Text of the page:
When I was a child, my limited understanding of marriage included knowing I would have to eventually share all my stuff. As I got older, I realized I would have to split my money as well. But it wasn’t until very recently that I learned my debt would also be a shared asset. Aside from the scary business of marriage, what with the merging of emotional assets and vowing to love one another, it’s the union of two banks accounts. The Spice Girls were singing about when two credit scores become one, right?
I don’t suppose I had really given the idea of asset integration much thought until one of my best friends got engaged a couple years ago. After dating for seven years it was time for both their last names checking accounts to merge. My friend put her foot down and insisted that her soon to be husband pay down his entire credit card bill before the wedding; starting their new life together with a clean slate. Good for her; well both of them really. Once you sign a marriage license and file for joint taxes, finances become muddled. Sadly, we live in a world where all too often divorce rules and romance drools. Even more confusing, in the case of divorce all the assets and debt brought into the marriage, as well as those accrued during the union, would be up for grabs. Despite my cynicism, I still believe in the sanctity of marriage, and my friends’ marital financial situation made me pause and think about assuming my future life mate’s debt.
The credit card debt is one thing. You’d be hard pressed to find any twenty-something without at least a nominal monthly payment. However, no matter how big the bill, the number of zeros will most likely pale in comparison to a run-of-the-mill student loan debt. The average twenty-something graduate owes about $21k for their college education. That’s a brand new Toyota Camry, people!
According to the Federal Reserve Bank of New York, student loan debt is the only form of consumer debt to actually rise after its peak in 2008, outweighing both auto loans and credit card debt. It’s the largest form of consumer debt held aside from mortgages.
You think these numbers are frightening? What about trying to navigate dating, with the intention of finding someone until finding someone to have and to hold…with a mountain of student loans?
That’s where I am at right now. My wonderful boyfriend has enough debt to put a sizeable down payment on a condo. I on the other hand was insanely fortunate to have parents who were able to give their one and only child the gift of a college education. As he so romantically pointed out a few months ago, we could end up married solely because we started dating during our mid-twenties, prime life-mate shopping time. He’s not wrong, which made me entertain the idea of what our future together would look like.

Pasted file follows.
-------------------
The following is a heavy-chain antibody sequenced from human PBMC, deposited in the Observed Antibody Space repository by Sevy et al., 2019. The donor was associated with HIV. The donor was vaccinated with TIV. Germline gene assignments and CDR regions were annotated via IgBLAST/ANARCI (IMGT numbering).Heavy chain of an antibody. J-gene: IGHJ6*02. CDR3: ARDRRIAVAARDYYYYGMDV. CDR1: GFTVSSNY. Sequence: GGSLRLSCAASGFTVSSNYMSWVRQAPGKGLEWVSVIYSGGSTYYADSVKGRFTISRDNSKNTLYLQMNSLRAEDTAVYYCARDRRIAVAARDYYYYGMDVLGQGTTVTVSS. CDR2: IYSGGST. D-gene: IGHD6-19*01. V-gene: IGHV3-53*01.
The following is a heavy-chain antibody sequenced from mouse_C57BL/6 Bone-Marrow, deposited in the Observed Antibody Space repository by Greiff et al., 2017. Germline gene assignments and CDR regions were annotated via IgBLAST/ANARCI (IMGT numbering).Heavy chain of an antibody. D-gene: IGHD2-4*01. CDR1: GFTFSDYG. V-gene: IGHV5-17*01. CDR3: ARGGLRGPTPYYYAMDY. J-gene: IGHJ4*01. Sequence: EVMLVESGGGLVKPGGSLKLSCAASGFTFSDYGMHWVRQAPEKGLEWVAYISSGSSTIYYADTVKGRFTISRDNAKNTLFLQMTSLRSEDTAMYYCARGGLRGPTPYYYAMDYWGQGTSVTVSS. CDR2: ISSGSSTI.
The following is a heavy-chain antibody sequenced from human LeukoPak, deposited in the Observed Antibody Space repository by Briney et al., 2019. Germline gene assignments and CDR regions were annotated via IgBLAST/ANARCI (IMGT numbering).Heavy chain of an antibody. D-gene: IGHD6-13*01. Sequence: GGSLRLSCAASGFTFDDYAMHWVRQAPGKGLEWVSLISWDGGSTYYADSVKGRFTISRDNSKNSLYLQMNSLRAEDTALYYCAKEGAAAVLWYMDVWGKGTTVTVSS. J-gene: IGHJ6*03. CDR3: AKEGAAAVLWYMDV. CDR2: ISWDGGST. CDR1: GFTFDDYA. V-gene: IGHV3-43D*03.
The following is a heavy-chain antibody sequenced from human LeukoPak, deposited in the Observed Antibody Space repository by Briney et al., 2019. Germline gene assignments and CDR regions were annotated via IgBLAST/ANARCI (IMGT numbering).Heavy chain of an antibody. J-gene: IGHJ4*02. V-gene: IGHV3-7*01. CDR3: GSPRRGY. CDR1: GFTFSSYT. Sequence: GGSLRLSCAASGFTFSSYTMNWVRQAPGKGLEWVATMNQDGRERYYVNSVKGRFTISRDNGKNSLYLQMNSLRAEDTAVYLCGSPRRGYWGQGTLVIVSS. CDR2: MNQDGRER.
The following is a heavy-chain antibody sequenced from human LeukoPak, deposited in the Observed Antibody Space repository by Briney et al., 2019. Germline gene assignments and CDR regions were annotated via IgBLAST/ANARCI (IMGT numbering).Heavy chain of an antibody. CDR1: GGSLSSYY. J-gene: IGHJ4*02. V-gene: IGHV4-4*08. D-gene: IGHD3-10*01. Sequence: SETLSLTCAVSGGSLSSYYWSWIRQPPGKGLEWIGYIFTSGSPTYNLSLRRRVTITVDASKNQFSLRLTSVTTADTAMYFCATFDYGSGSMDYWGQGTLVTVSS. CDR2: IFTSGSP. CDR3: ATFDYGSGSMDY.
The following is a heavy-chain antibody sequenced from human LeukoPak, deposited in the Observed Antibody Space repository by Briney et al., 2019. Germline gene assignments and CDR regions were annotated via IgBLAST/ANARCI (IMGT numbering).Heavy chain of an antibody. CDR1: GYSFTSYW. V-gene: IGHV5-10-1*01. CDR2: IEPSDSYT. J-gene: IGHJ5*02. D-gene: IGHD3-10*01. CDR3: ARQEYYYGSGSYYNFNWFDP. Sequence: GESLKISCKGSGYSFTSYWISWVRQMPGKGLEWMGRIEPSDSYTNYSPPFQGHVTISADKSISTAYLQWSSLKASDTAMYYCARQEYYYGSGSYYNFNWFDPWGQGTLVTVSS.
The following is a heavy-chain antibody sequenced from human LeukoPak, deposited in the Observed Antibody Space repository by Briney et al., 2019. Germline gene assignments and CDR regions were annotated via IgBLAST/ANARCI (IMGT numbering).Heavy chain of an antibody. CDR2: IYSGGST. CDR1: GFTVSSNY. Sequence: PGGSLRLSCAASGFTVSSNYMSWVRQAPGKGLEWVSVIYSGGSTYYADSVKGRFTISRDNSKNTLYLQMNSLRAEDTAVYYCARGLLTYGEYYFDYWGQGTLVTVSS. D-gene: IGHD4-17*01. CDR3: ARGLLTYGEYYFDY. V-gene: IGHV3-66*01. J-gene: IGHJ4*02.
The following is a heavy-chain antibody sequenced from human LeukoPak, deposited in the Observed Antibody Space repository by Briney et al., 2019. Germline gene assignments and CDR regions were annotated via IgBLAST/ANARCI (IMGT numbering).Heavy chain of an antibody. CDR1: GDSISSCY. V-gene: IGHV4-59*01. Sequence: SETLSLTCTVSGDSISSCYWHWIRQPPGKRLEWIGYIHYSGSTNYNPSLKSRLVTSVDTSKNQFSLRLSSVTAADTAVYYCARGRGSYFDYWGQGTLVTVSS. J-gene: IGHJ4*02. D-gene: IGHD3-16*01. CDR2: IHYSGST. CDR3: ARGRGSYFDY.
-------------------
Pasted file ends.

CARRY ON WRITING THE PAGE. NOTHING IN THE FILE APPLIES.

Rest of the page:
It may or may not be surprising to find out that massive student loans are actually a deal breaker for some people, while others seek partners with similar debt situations. I’ve been seriously considering graduate school lately. Maybe I should just bite the bullet so my boyfriend and I will be even?
Debt inequality is a real issue. Unless a partner is totally on board with contributing to the repayment of his or her spouse’s student loans, it could easily lead to resentment and poses a roadblock to moving forward with major life milestones such as a home or children. These are the important conversations young couples are faced with in today’s world, relatively early in relationships. When you realize the stakes for legally binding yourself to another person are higher than ever, arguments over hypothetical baby names seem trivial.
But, maybe having these honest financial discussions is setting us up to have longer lasting marriages than our parents.
Not only are twenty somethings coming of age in a time of economic crisis, but a great deal of Millenials are products of divorce. As a result, we are all very cautious about who we choose as “The One.” With my own parents finally divorcing after almost a decade of separation, I am very aware of the legality of joint finances, at least in the state of California. Unfortunately it’s become a priority for me to understand my financial options and rights not only in marriage, but also in divorce.
I decided to research how student loan debt factors into marriage, as consideration for my own potential graduate education costs, and that of whomever my future spouse may be. As it turns out, student loans never transfer credit reports; a spouse is never held legally responsible. Student loans enter the marriage in one person’s name, and they leave the same exact way. Whether or not a spouse helps to pay down the debt is a personal conversation, but it’s nice to know your rights if you decide to part ways.
I felt like a huge ass when this knowledge allowed me to breathe a big sigh of relief, because I happen to love someone with considerable student loan debt. But like I said, these open conversations about finances will only set our relationship up to be a stronger partnership, where both of us understand exactly what we’re getting into.
If only coming to an agreement about who’s responsible for the dishes was as easy.
Heather is a contributing editor at the-dah. She is a Los Angeles based writer, improviser, snacker, social media mistress, and aspiring adult. Read more of her food-stained stories about growing up weird at Terrible-Twenties.com, or follow her digital alter ego @MissHezah on Twitter.
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